The deck and its strategy

As we all know, the Scoia’tael movement archetype got great support with the latest expansion. Its bronze engines can generate a lot of points now. On top of that, movement itself is a good control tool that can shut down several strategies on its own. That makes movement decks pretty popular right now, even on the conventional ladder. Now consider the seasonal rules which spawn a 1 point copy of each unit you play and you realize that all these passive engines can be set up in a very short time. You can use all these options to take control over the game and win round one, then bleed round two.

What you should save up though is your leader ability, Idarran and Snowdrop for an ideal round 3. This is where you play Idarran, who begins to spawn 1 point copies of himself until the row is full. From then on, he will repeat the same thing for each unit you play, however always in the same row that Idarran is in. That’s why you need your leader charges to move three copies to the other row, enabling six additional spawns of the next unit you play on the other row. This is where Snowdrop enters the chat, cycling through two cards with each copy and piling up an enormous amount of points, approximately 300. And since the original Snowdrop has one more point than all the copies, it even provides a scorch roof. This is pretty hard to overcome if you don’t tech against it.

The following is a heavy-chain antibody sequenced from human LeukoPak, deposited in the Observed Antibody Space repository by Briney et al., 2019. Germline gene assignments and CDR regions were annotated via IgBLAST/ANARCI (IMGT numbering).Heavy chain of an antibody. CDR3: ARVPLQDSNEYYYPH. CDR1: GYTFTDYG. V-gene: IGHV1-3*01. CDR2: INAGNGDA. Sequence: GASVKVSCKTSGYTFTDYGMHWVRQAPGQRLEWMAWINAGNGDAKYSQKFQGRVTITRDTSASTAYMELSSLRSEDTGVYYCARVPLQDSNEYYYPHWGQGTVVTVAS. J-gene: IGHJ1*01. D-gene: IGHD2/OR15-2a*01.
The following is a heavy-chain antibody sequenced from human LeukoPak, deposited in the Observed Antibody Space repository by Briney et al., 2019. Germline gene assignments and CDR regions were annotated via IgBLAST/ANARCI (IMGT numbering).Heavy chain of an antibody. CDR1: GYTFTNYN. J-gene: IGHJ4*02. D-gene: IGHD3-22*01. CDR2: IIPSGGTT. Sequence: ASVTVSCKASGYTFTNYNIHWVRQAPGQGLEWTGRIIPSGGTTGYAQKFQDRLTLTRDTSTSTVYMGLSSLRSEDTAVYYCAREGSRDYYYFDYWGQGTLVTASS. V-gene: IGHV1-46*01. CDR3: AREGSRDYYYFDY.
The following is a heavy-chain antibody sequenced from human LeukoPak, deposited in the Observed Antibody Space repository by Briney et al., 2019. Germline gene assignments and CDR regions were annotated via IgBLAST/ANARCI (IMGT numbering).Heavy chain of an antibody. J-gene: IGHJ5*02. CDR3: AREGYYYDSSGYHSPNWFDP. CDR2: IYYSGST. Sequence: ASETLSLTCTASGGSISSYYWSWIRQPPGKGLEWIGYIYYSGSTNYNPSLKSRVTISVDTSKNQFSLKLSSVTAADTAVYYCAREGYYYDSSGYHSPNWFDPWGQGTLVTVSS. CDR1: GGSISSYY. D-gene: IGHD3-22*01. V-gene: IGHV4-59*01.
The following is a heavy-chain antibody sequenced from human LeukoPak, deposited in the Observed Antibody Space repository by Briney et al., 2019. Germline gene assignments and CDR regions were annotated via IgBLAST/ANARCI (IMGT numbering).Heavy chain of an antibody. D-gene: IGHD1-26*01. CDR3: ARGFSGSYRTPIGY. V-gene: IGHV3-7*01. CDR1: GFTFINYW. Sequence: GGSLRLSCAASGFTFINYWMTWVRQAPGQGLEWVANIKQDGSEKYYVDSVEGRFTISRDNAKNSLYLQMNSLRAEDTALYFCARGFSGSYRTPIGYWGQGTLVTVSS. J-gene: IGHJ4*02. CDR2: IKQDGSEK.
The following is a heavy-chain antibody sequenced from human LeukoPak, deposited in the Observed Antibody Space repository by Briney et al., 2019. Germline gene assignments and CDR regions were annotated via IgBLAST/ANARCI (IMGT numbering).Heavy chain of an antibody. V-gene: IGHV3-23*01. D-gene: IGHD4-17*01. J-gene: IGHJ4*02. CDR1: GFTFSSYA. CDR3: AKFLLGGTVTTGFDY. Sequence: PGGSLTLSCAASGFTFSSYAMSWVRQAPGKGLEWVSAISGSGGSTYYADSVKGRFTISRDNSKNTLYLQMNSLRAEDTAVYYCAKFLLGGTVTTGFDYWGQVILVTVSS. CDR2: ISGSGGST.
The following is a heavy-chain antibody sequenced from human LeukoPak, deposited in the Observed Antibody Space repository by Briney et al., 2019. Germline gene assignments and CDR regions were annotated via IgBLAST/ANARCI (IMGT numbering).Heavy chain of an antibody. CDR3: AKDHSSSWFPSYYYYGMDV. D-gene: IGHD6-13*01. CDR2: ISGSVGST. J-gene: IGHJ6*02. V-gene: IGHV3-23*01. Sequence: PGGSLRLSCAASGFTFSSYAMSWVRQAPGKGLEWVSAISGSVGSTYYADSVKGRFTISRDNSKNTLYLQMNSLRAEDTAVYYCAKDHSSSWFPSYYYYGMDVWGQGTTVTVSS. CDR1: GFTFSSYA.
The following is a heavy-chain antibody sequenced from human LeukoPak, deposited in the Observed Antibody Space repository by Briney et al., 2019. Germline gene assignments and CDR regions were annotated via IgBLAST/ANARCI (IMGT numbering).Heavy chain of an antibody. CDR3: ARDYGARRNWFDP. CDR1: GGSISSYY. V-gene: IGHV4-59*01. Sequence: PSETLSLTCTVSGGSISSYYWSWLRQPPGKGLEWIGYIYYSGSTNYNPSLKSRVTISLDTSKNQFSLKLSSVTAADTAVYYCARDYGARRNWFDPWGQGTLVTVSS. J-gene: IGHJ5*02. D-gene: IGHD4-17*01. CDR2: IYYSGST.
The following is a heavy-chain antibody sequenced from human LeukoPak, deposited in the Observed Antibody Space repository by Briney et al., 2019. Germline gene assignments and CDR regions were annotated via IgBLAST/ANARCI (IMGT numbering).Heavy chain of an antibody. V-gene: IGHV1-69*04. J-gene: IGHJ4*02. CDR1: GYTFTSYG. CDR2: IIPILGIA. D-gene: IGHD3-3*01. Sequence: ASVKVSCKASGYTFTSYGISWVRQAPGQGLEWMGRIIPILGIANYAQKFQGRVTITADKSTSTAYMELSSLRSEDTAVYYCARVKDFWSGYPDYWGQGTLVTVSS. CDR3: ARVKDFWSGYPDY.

Flexible plays

Stygga Castle deserves some mention here. If you need to spend your leader charges early, you can also go and carry the order ability of the castle over to round 3, serving the same purpose. But keep in mind that if you play the castle in round 1, you either need to save your leader or pull the combo in round 2.

It can always happen that you draw absolutely poorly. In that case, you can take Snowdrop out of the combo and use her for the actual ability, giving you four tries to find the cards you need plus 19 points. In that case, Living Armor becomes your Idarran target, playing for 10 points of each copy. You can also do this if you get bled relentlessly, possibly making the opponent think that he ruined your combo.